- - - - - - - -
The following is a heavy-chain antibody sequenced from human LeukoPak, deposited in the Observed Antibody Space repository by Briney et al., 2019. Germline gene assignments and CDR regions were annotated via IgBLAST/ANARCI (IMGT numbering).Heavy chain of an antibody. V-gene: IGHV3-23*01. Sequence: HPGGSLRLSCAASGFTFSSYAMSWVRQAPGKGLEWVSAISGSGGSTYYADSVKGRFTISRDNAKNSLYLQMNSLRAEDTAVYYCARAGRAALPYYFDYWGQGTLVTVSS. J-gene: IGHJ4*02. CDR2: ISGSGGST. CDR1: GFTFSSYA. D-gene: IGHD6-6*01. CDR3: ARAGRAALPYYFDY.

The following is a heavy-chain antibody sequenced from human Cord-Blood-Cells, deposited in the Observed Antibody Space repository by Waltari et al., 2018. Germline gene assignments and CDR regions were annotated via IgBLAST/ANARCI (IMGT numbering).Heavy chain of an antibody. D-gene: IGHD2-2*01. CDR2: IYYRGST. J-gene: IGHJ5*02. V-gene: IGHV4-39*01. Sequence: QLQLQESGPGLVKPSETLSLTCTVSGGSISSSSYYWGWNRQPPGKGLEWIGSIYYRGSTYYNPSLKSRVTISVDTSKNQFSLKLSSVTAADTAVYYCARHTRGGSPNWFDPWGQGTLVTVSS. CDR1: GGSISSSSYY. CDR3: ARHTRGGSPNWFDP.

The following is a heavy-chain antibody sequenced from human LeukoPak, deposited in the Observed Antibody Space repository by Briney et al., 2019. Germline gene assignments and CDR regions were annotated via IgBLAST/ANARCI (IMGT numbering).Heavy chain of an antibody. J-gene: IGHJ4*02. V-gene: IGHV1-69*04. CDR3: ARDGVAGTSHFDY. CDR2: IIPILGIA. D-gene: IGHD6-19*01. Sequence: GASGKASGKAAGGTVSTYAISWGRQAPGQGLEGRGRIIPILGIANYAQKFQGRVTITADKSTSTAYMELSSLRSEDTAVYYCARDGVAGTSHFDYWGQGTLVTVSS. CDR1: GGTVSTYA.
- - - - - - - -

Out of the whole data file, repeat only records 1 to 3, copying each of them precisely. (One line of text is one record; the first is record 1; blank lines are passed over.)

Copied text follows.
The following is a heavy-chain antibody sequenced from human LeukoPak, deposited in the Observed Antibody Space repository by Briney et al., 2019. Germline gene assignments and CDR regions were annotated via IgBLAST/ANARCI (IMGT numbering).Heavy chain of an antibody. V-gene: IGHV3-23*01. Sequence: HPGGSLRLSCAASGFTFSSYAMSWVRQAPGKGLEWVSAISGSGGSTYYADSVKGRFTISRDNAKNSLYLQMNSLRAEDTAVYYCARAGRAALPYYFDYWGQGTLVTVSS. J-gene: IGHJ4*02. CDR2: ISGSGGST. CDR1: GFTFSSYA. D-gene: IGHD6-6*01. CDR3: ARAGRAALPYYFDY.

The following is a heavy-chain antibody sequenced from human Cord-Blood-Cells, deposited in the Observed Antibody Space repository by Waltari et al., 2018. Germline gene assignments and CDR regions were annotated via IgBLAST/ANARCI (IMGT numbering).Heavy chain of an antibody. D-gene: IGHD2-2*01. CDR2: IYYRGST. J-gene: IGHJ5*02. V-gene: IGHV4-39*01. Sequence: QLQLQESGPGLVKPSETLSLTCTVSGGSISSSSYYWGWNRQPPGKGLEWIGSIYYRGSTYYNPSLKSRVTISVDTSKNQFSLKLSSVTAADTAVYYCARHTRGGSPNWFDPWGQGTLVTVSS. CDR1: GGSISSSSYY. CDR3: ARHTRGGSPNWFDP.

The following is a heavy-chain antibody sequenced from human LeukoPak, deposited in the Observed Antibody Space repository by Briney et al., 2019. Germline gene assignments and CDR regions were annotated via IgBLAST/ANARCI (IMGT numbering).Heavy chain of an antibody. J-gene: IGHJ4*02. V-gene: IGHV1-69*04. CDR3: ARDGVAGTSHFDY. CDR2: IIPILGIA. D-gene: IGHD6-19*01. Sequence: GASGKASGKAAGGTVSTYAISWGRQAPGQGLEGRGRIIPILGIANYAQKFQGRVTITADKSTSTAYMELSSLRSEDTAVYYCARDGVAGTSHFDYWGQGTLVTVSS. CDR1: GGTVSTYA.